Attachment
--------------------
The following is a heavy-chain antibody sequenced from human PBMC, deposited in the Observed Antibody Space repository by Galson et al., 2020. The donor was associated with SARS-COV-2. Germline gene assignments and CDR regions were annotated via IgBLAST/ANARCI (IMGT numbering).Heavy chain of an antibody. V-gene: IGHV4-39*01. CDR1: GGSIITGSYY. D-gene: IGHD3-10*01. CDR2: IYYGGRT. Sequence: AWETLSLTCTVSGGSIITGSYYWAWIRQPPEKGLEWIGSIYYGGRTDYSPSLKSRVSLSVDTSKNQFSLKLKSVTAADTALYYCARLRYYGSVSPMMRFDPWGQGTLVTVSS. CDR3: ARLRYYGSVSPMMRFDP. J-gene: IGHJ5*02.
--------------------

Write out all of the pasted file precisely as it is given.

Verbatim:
The following is a heavy-chain antibody sequenced from human PBMC, deposited in the Observed Antibody Space repository by Galson et al., 2020. The donor was associated with SARS-COV-2. Germline gene assignments and CDR regions were annotated via IgBLAST/ANARCI (IMGT numbering).Heavy chain of an antibody. V-gene: IGHV4-39*01. CDR1: GGSIITGSYY. D-gene: IGHD3-10*01. CDR2: IYYGGRT. Sequence: AWETLSLTCTVSGGSIITGSYYWAWIRQPPEKGLEWIGSIYYGGRTDYSPSLKSRVSLSVDTSKNQFSLKLKSVTAADTALYYCARLRYYGSVSPMMRFDPWGQGTLVTVSS. CDR3: ARLRYYGSVSPMMRFDP. J-gene: IGHJ5*02.